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I was at the mechanic’s at 7.30am on Monday and spent a good part of the day driving around Maun buying parts and getting the truck sorted. I also caught up with the Children in the Wilderness team and we went over the plan for the flight a couple of days later. We also visited the school I’d take off from, Gxhabara Primary School.

I had to refuel the balloon. I thought it would be relatively straightforward, but it wasn’t. For some reason the gas wouldn’t decant into my tanks from the 45kg bottles, even with the correct fuel fittings. A forklift fitting will also fit a balloon tank, so I asked if anyone came to refuel forklift tanks there. One of the guys said that a company nearby had a fitting. We went there, but they couldn’t find it, so went to another place and asked the owner. As it turns out he was a New Zealander and had lived there for 30 years. He started the first major transport company delivering goods into the Okovango Delta, (I’m sure he would be able to tell some good stories because it’s an extremely difficult place to get around).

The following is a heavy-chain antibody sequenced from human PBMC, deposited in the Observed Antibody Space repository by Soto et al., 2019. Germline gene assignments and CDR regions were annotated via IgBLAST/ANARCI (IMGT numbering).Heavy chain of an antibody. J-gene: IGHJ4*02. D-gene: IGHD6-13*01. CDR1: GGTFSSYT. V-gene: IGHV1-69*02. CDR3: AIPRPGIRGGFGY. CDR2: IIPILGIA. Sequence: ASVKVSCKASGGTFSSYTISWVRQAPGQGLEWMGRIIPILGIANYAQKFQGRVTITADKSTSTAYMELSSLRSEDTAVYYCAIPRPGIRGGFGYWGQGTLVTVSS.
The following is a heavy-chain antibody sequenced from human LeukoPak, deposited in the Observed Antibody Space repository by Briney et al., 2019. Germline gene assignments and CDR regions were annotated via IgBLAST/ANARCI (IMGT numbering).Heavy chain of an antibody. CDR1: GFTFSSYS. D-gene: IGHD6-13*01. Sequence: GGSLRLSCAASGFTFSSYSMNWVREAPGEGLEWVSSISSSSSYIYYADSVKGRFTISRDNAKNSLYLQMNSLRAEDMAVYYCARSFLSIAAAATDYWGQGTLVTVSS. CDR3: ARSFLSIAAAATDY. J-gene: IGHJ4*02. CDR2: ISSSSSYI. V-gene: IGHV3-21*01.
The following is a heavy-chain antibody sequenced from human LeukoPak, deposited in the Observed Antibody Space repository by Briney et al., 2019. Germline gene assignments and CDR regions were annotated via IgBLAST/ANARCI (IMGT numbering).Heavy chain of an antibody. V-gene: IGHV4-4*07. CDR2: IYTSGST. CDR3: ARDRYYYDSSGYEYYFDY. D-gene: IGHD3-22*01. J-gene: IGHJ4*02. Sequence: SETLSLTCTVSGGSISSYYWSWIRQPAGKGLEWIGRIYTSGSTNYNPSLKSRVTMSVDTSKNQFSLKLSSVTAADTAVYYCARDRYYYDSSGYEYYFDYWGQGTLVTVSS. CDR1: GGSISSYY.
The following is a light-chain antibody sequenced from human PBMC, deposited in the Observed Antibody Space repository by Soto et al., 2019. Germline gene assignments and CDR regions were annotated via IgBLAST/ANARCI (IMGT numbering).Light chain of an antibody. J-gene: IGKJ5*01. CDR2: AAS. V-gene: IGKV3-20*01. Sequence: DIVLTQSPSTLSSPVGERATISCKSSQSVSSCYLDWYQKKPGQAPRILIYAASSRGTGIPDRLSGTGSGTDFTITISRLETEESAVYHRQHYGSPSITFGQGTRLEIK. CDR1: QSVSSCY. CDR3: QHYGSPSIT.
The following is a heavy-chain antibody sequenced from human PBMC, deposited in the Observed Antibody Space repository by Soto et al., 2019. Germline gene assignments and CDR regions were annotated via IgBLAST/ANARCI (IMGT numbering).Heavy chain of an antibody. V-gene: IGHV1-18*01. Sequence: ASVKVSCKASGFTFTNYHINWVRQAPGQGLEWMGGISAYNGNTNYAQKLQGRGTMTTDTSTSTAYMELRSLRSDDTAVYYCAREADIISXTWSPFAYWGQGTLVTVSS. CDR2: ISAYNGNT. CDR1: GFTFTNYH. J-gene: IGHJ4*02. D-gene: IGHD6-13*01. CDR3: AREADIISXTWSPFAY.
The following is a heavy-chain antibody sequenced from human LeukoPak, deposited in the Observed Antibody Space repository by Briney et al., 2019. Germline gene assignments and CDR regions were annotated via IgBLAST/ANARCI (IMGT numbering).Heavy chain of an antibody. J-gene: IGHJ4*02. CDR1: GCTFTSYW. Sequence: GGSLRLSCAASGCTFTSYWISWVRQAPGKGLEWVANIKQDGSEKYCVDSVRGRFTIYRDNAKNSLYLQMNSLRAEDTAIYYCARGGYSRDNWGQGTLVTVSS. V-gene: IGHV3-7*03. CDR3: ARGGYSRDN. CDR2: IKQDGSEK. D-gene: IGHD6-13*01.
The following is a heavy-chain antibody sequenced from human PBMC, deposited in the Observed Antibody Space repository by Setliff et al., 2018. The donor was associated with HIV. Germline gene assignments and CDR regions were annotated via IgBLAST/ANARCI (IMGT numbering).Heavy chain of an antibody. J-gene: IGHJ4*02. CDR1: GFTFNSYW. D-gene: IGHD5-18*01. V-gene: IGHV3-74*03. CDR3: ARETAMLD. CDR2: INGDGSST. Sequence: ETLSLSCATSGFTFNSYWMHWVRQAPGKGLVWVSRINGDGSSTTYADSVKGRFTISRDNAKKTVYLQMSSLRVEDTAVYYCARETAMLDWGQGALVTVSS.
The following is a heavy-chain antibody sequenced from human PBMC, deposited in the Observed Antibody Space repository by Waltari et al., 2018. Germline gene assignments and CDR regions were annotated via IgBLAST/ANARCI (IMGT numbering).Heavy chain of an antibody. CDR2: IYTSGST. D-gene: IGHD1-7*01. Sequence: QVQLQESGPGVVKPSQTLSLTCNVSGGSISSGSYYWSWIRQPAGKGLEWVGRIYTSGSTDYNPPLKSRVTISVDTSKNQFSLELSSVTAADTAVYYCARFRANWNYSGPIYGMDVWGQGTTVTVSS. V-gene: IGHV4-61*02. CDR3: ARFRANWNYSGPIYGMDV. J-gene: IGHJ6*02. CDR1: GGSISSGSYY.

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He said they had got rid of their forklift and thought he’d sold the hose for scrap just a week earlier. He had a big look around and amazingly found it in some deep, dark corner. Who would’ve thought my saviour would be a New Zealander!
I went back to the gas station, refilled the tanks, (still with some difficulty as the tanks were not the right size and the calculations of the filling machine are all done by weight. We got there in the end though.

Amongst all of that, the flight permission was being sorted out. It was an extremely busy day and I was happy to put my feet up in a motel which Wilderness Safaris had provided. My truck was at the mechanic’s and couldn’t be driven.

I was picked up the next morning by the three Children in the Wilderness staff, and taken to Gxhabara Primary, where I talked to the 1200 kids during assembly.

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Straight after, I went to Wilderness Air to sort out the flight permission, and visited the Air Traffic Control Tower at Maun Airport to let them know about my flight and how a balloon works. Maun Airport is amongst the busiest in Africa as far as movements go. Small planes are constantly going in and out to lodges in the Okovango Delta. Guests can’t get to lodges any other way than by air.

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I also met with one the Civil Aviation Authority at their office and got the final flight approval. It’s always a relief when it finally comes through.